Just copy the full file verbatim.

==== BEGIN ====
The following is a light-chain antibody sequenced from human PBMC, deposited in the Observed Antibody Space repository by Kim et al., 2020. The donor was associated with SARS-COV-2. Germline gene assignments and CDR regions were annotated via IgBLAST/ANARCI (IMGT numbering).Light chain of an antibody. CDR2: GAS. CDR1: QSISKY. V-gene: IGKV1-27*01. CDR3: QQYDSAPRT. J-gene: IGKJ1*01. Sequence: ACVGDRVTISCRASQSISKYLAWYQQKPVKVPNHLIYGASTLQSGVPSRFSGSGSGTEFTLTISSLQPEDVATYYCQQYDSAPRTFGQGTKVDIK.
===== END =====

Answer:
The following is a light-chain antibody sequenced from human PBMC, deposited in the Observed Antibody Space repository by Kim et al., 2020. The donor was associated with SARS-COV-2. Germline gene assignments and CDR regions were annotated via IgBLAST/ANARCI (IMGT numbering).Light chain of an antibody. CDR2: GAS. CDR1: QSISKY. V-gene: IGKV1-27*01. CDR3: QQYDSAPRT. J-gene: IGKJ1*01. Sequence: ACVGDRVTISCRASQSISKYLAWYQQKPVKVPNHLIYGASTLQSGVPSRFSGSGSGTEFTLTISSLQPEDVATYYCQQYDSAPRTFGQGTKVDIK.